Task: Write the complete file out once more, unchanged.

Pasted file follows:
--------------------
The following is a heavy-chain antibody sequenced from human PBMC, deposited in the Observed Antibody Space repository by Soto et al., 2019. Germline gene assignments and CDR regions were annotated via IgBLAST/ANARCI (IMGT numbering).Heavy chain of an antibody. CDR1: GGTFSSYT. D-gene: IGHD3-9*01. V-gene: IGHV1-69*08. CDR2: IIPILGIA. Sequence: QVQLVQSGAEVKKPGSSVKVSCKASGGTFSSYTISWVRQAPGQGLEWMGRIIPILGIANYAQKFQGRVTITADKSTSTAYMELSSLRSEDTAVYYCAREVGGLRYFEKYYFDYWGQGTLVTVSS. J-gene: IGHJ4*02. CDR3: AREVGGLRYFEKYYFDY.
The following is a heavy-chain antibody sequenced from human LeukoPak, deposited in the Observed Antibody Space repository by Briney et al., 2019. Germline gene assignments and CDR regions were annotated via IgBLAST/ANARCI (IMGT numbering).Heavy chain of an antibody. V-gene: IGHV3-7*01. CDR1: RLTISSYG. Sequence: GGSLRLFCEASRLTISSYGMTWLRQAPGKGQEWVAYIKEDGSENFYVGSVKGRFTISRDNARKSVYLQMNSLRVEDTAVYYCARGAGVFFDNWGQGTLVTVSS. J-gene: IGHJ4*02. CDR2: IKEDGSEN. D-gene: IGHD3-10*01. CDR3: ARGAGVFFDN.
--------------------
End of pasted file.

The following is a heavy-chain antibody sequenced from human PBMC, deposited in the Observed Antibody Space repository by Soto et al., 2019. Germline gene assignments and CDR regions were annotated via IgBLAST/ANARCI (IMGT numbering).Heavy chain of an antibody. CDR1: GGTFSSYT. D-gene: IGHD3-9*01. V-gene: IGHV1-69*08. CDR2: IIPILGIA. Sequence: QVQLVQSGAEVKKPGSSVKVSCKASGGTFSSYTISWVRQAPGQGLEWMGRIIPILGIANYAQKFQGRVTITADKSTSTAYMELSSLRSEDTAVYYCAREVGGLRYFEKYYFDYWGQGTLVTVSS. J-gene: IGHJ4*02. CDR3: AREVGGLRYFEKYYFDY.
The following is a heavy-chain antibody sequenced from human LeukoPak, deposited in the Observed Antibody Space repository by Briney et al., 2019. Germline gene assignments and CDR regions were annotated via IgBLAST/ANARCI (IMGT numbering).Heavy chain of an antibody. V-gene: IGHV3-7*01. CDR1: RLTISSYG. Sequence: GGSLRLFCEASRLTISSYGMTWLRQAPGKGQEWVAYIKEDGSENFYVGSVKGRFTISRDNARKSVYLQMNSLRVEDTAVYYCARGAGVFFDNWGQGTLVTVSS. J-gene: IGHJ4*02. CDR2: IKEDGSEN. D-gene: IGHD3-10*01. CDR3: ARGAGVFFDN.